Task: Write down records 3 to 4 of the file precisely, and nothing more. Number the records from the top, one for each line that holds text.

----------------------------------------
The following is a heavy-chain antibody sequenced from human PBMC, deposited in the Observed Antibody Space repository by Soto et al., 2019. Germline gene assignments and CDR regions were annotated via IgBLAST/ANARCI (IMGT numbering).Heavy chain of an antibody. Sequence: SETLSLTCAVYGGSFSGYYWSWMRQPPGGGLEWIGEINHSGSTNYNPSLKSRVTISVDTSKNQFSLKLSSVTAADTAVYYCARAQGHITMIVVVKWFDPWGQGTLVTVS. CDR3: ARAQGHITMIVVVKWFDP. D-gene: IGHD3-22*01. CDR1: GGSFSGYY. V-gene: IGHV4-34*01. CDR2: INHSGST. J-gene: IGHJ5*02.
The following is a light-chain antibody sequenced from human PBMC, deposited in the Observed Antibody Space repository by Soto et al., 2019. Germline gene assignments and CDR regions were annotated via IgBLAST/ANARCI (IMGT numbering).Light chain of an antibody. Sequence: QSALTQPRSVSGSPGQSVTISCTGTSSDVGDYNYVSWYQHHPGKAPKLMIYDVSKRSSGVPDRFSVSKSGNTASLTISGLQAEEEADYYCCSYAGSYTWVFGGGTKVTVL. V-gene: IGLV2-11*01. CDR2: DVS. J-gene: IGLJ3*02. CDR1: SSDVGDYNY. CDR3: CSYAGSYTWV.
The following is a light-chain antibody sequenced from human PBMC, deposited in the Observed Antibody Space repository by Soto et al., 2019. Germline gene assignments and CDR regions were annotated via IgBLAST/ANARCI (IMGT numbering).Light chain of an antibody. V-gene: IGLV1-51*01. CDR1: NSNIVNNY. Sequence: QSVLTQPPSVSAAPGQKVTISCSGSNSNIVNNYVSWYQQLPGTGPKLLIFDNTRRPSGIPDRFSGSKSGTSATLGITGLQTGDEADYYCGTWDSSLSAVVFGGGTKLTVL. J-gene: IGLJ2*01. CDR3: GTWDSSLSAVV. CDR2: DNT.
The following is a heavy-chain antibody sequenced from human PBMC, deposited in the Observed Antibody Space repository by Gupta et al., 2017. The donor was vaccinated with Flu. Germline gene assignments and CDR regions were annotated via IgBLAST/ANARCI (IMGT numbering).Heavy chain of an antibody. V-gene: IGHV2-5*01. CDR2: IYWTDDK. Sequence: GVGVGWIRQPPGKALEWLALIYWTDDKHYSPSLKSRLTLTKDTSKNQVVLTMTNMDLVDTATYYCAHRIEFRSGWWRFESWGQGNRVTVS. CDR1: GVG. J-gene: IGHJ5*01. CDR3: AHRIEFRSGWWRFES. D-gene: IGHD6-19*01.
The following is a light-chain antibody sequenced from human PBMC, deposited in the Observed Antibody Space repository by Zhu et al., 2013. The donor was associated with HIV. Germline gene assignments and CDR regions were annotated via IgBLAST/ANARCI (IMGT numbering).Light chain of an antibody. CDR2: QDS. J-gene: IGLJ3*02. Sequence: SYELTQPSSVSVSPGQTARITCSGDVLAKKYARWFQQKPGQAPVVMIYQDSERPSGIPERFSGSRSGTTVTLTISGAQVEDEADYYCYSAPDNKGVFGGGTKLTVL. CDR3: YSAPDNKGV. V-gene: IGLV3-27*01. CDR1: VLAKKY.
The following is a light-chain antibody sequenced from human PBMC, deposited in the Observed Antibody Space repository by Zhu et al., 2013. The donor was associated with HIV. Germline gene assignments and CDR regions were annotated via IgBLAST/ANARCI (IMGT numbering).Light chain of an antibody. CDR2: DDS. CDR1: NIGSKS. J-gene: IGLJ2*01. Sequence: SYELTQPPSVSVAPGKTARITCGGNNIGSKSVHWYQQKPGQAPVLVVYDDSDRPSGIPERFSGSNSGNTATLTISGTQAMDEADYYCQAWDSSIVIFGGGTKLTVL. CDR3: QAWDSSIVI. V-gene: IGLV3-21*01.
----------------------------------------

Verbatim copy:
The following is a light-chain antibody sequenced from human PBMC, deposited in the Observed Antibody Space repository by Soto et al., 2019. Germline gene assignments and CDR regions were annotated via IgBLAST/ANARCI (IMGT numbering).Light chain of an antibody. V-gene: IGLV1-51*01. CDR1: NSNIVNNY. Sequence: QSVLTQPPSVSAAPGQKVTISCSGSNSNIVNNYVSWYQQLPGTGPKLLIFDNTRRPSGIPDRFSGSKSGTSATLGITGLQTGDEADYYCGTWDSSLSAVVFGGGTKLTVL. J-gene: IGLJ2*01. CDR3: GTWDSSLSAVV. CDR2: DNT.
The following is a heavy-chain antibody sequenced from human PBMC, deposited in the Observed Antibody Space repository by Gupta et al., 2017. The donor was vaccinated with Flu. Germline gene assignments and CDR regions were annotated via IgBLAST/ANARCI (IMGT numbering).Heavy chain of an antibody. V-gene: IGHV2-5*01. CDR2: IYWTDDK. Sequence: GVGVGWIRQPPGKALEWLALIYWTDDKHYSPSLKSRLTLTKDTSKNQVVLTMTNMDLVDTATYYCAHRIEFRSGWWRFESWGQGNRVTVS. CDR1: GVG. J-gene: IGHJ5*01. CDR3: AHRIEFRSGWWRFES. D-gene: IGHD6-19*01.